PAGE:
I like to give myself a little boost here and there. After all it makes you feel good to treat yourself. I have regular hair colours, have my brows threaded by a professional. In truth I struggle to maintain any kind of shape without expert intervention. (Whether that's my ability, or lack thereof, or the awkward nature of my natural brows, I'm not sure). And I've recently discovered the joys of the eyebrow tint. I'm not ashamed of it. I mean, I could sit here and pretend that my naturally-dark brows have a beautifully defined arch all of their own. But they don't. Left to their own devices, they are mousey, wavy and rather flat with a gap where a chicken pox once erupted. And besides, what's the point in pretending?  Chances are, if you're reading this, you artificially enhance a few things about your own appearance too! And so you'll assume that I probably do the same. 

And that list of little 'adjustments' grows ever longer. I used to try to convince myself that these increases were merely down to me gaining higher standards. And to a point that is true. However it's also because my skin needs a bit more help than is used to require. And that's okay. It comes to us all. But the thing is, I'm starting to wonder when I'll reach the point that I can no longer find the time to get all those treatments, use all the necessary products and put on all the makeup and still get dressed in the morning!

Sometimes I do just wonder if it would really do any harm to ease off a bit. But then I take a look in that mirror.  In truth, I don't actually mind that everything takes so much time and effort. It's not yet that big a commitment and, if I'm honest, the longer it takes to do, the greater the pay-off of doing it. So in my opinion, the results are worth it. And, over the past few weeks, I've buffed and scrubbed, cleansed and moisturised, preened and pampered everything I could  and, with a couple of weeks to go until that birthday, things are looking much better, thank goodness. I'm not overly ambitious. I knew from an early age I was never going to be a rival to Grace Kelly. I'm not expecting Hollywood glamour. Just as well because, if it takes this much effort to look like me, Lord knows how long it takes to look properly beautiful!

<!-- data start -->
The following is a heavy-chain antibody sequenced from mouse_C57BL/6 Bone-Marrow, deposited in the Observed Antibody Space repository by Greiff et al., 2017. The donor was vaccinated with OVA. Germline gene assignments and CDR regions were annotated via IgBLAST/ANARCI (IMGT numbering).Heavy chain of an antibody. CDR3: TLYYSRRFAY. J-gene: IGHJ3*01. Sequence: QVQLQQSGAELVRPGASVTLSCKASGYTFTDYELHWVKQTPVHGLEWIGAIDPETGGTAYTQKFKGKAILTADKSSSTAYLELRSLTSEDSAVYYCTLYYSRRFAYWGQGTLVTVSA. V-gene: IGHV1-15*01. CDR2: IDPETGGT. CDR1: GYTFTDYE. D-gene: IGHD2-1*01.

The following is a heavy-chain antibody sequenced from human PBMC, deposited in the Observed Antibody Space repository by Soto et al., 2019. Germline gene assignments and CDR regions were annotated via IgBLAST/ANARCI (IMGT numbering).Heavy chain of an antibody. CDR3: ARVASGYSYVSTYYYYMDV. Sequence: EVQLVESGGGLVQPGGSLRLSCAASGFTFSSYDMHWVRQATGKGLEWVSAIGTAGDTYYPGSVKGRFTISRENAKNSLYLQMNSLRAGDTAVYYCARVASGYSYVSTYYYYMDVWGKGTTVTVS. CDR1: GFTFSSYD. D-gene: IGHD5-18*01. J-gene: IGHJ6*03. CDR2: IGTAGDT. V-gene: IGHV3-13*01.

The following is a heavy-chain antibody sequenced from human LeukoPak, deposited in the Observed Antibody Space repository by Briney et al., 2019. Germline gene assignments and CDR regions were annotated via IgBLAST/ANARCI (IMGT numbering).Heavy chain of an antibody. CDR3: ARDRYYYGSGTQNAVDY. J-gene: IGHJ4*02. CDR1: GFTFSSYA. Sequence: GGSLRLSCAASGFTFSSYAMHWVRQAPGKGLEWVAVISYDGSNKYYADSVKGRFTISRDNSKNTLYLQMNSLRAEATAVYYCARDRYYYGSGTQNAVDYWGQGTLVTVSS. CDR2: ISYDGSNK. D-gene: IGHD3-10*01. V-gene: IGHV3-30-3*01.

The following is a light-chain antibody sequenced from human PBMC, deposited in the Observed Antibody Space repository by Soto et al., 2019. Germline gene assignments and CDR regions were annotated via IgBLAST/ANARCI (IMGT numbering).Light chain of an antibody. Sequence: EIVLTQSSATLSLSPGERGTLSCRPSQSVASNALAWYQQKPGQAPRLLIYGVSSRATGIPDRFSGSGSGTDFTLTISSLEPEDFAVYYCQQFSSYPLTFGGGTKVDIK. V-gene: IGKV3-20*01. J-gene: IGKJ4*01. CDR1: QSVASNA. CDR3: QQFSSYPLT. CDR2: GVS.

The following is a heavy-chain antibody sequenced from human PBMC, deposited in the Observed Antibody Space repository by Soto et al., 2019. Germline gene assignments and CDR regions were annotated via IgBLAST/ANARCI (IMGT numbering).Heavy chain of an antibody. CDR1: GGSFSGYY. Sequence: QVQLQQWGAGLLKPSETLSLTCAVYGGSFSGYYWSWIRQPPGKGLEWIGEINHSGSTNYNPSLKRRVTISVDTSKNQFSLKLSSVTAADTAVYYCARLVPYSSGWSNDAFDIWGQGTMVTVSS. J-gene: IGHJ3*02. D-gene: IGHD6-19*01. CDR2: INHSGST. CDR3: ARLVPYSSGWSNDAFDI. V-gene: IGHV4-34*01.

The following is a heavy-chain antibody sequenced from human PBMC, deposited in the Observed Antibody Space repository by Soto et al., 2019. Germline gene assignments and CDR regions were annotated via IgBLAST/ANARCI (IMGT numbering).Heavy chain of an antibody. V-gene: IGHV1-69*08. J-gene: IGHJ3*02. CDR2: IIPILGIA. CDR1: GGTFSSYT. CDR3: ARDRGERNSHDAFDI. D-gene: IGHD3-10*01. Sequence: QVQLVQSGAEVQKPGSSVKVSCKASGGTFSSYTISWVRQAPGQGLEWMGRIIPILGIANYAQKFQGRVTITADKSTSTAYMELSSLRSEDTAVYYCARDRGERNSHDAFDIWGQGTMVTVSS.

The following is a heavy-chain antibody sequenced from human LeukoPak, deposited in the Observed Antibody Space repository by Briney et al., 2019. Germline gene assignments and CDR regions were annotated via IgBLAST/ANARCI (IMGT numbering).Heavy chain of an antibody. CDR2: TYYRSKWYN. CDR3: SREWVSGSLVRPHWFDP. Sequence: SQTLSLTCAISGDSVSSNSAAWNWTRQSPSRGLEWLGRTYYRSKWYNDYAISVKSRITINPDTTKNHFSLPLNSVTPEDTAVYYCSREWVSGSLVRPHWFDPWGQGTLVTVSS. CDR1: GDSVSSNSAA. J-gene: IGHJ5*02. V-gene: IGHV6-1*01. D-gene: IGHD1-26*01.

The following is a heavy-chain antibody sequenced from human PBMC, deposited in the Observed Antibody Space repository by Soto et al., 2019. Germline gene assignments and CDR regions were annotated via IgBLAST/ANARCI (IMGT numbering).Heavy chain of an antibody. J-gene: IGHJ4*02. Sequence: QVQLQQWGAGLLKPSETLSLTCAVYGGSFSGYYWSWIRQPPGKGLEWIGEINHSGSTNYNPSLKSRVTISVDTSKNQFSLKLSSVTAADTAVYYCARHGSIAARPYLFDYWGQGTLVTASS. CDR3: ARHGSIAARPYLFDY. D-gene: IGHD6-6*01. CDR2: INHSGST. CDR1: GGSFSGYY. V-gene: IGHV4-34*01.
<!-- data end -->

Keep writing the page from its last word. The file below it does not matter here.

Of course, as much as I may prefer to pretend that it isn't, this is entirely a matter of vanity. I like to think I don't stress about getting older – better than the alternative, as they say – but that doesn't mean I don't want to look as good as I can. And it's not really about looking at my reflection and seeing someone older that jolts me into action, it's when the face staring back at me looks dull and somewhat unloved. And, when it comes down to it, that's precisely what it's all about – appreciating and respecting yourself enough to make a bit of effort before you face the world.  It may not, for all that effort, make a huge difference to anyone else's view of me. They may not even notice that my skin looks clearer,  my hair colour fresher,  my brows more defined and my face more uplifted, but I can see a difference. And that makes me more content. And happier. And if I feel better about myself, then that must count for something.  After all, you can't expect anyone else to respect you if you don't feel that way about yourself.